As I reviewed the past year and considered what resolutions to include in my annual plan, I thought about Dr. Suzuki’s “Not Angry” graph. Dr. Suzuki wrote: “Anger is the ability to become angry. . . .As a person learns not to become angry, his heart becomes more amiable and he becomes better at helping others. At the same time he will become able to live without pestering his companions by polluting the air with his anger.” Ability Development from Age Zero, pp. 45 and 48. Dr. Suzuki concluded that anger was not necessary, and he practiced not being angry instead of developing an ability for anger.
Dr. Suzuki suggested that a person willing to eliminate anger should keep a family anger graph near the family calendar. As the family notes how many times each member becomes angry every day, the total is marked on the graph. Dr. Suzuki insisted that the number of times someone becomes angry would naturally lessen as they maintain the anger graph. As the number of angry times lessens, so too will everyone lose their ability to become angry.
In the same way, as we consider how we want to alter our behaviors and attitudes in this new year and resolve to make changes, perhaps we could maintain such a graph to help us, as Dr. Suzuki suggests, and not only about our anger issues. Why not maintain a graph that helps us to turn impatience into patience, arrogance into understanding and empathy, indifference into enthusiasm, inconsistent practice into regular routine, frustration into insight, bitterness into laughter, complaining into gratitude, or distance into affection?
As I considered my own resolutions, I thought about the types of resolutions that I hoped my students’ parents were considering, and I would like to share those possible resolutions so that you might consider adopting some or all of them:
- Play the recordings on a daily basis. Make extra copies of the recordings so that you can play the recordings in every possible location or vehicle available. A regular listening program is vital to a music student's successful learning.
- Practice on a regular schedule, including review programs. Children thrive in an environment that is predictable, so plan a regular practice time with your child and then keep it. When a parent maintains a regular schedule, the child’s confidence level grows.
- Attend all lessons and group classes. Be consistent about attending your child's lessons and group activities and classes. Doing so is not only key to the child's successful learning, but it will also send your child the message that the child's activities are important to you.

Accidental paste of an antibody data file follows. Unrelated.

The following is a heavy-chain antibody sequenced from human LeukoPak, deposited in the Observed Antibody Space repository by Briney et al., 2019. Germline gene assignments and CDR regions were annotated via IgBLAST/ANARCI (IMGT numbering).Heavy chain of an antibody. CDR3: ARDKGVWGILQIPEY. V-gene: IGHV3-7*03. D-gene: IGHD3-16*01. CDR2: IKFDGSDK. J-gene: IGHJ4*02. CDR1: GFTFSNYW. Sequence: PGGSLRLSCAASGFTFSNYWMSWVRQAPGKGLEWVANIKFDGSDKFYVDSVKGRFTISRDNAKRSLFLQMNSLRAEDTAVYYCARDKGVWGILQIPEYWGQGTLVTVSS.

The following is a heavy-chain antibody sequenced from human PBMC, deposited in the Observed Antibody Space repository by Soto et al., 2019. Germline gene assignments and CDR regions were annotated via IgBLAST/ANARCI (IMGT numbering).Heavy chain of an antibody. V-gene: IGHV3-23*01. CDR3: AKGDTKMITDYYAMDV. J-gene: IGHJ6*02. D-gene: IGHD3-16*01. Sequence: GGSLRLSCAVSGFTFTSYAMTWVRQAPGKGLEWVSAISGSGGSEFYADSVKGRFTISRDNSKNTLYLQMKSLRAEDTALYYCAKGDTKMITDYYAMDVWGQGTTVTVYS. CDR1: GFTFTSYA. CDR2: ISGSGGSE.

- Keep the instrument in good playing condition. Please make sure that your child has the proper equipment and that it is in good working order. If a string breaks, be sure to replace it as soon as possible. Keep an extra set of strings on hand for emergencies. Take care of repairs on a timely basis. If the instrument is out of tune, have it tuned immediately. Let the teacher know about the tuning issue, and your teacher may suggest a helpful parent or student who lives near to you and who can help. I have tuned many violins over the phone.
- Be interested in your child’s lessons and group classes. Talk about the lessons and classes with your child and with other people who are important in the child’s life (grandparents, siblings, friends). Brag about your child’s accomplishments and activities to everyone you meet. Do not forget to come into your child’s lesson and brag about how wonderful and how hard your child worked during the week before the lesson. Most teachers would enjoy listening to a parent brag in this manner about their child.
- Set the tone for good lessons. Do not complain about how little your child did during home practice sessions in front of the child. In fact, resolve to never complain about your child in front of anyone, including family members. This includes making sarcastic remarks, teasing, and making other jokes at the child’s expense. If you must let the teacher know about some problem that occurred during home practice, phone the teacher to discuss it before the lesson or write the teacher a note to be read silently before the lesson. Help to make the child’s lessons fun, exciting, and pleasant. Show interest and enthusiasm even when you do not have it!